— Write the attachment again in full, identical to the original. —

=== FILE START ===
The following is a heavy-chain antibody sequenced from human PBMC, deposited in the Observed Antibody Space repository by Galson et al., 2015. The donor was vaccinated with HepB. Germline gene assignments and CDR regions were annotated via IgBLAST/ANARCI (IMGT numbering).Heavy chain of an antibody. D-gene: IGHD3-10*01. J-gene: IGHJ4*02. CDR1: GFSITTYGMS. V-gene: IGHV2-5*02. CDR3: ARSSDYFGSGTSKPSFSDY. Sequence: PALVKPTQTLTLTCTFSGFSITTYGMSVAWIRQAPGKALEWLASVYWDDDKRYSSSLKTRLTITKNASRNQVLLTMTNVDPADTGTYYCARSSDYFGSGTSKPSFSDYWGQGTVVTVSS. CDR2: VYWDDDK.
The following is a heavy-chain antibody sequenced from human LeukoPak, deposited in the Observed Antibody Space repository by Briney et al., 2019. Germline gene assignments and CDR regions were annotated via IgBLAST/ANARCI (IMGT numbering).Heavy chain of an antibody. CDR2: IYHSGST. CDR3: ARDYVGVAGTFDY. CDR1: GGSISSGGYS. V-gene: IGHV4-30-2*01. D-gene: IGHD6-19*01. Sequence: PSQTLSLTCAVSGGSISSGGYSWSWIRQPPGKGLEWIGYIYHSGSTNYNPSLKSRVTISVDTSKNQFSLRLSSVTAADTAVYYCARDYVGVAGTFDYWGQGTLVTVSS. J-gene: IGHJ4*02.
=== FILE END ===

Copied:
The following is a heavy-chain antibody sequenced from human PBMC, deposited in the Observed Antibody Space repository by Galson et al., 2015. The donor was vaccinated with HepB. Germline gene assignments and CDR regions were annotated via IgBLAST/ANARCI (IMGT numbering).Heavy chain of an antibody. D-gene: IGHD3-10*01. J-gene: IGHJ4*02. CDR1: GFSITTYGMS. V-gene: IGHV2-5*02. CDR3: ARSSDYFGSGTSKPSFSDY. Sequence: PALVKPTQTLTLTCTFSGFSITTYGMSVAWIRQAPGKALEWLASVYWDDDKRYSSSLKTRLTITKNASRNQVLLTMTNVDPADTGTYYCARSSDYFGSGTSKPSFSDYWGQGTVVTVSS. CDR2: VYWDDDK.
The following is a heavy-chain antibody sequenced from human LeukoPak, deposited in the Observed Antibody Space repository by Briney et al., 2019. Germline gene assignments and CDR regions were annotated via IgBLAST/ANARCI (IMGT numbering).Heavy chain of an antibody. CDR2: IYHSGST. CDR3: ARDYVGVAGTFDY. CDR1: GGSISSGGYS. V-gene: IGHV4-30-2*01. D-gene: IGHD6-19*01. Sequence: PSQTLSLTCAVSGGSISSGGYSWSWIRQPPGKGLEWIGYIYHSGSTNYNPSLKSRVTISVDTSKNQFSLRLSSVTAADTAVYYCARDYVGVAGTFDYWGQGTLVTVSS. J-gene: IGHJ4*02.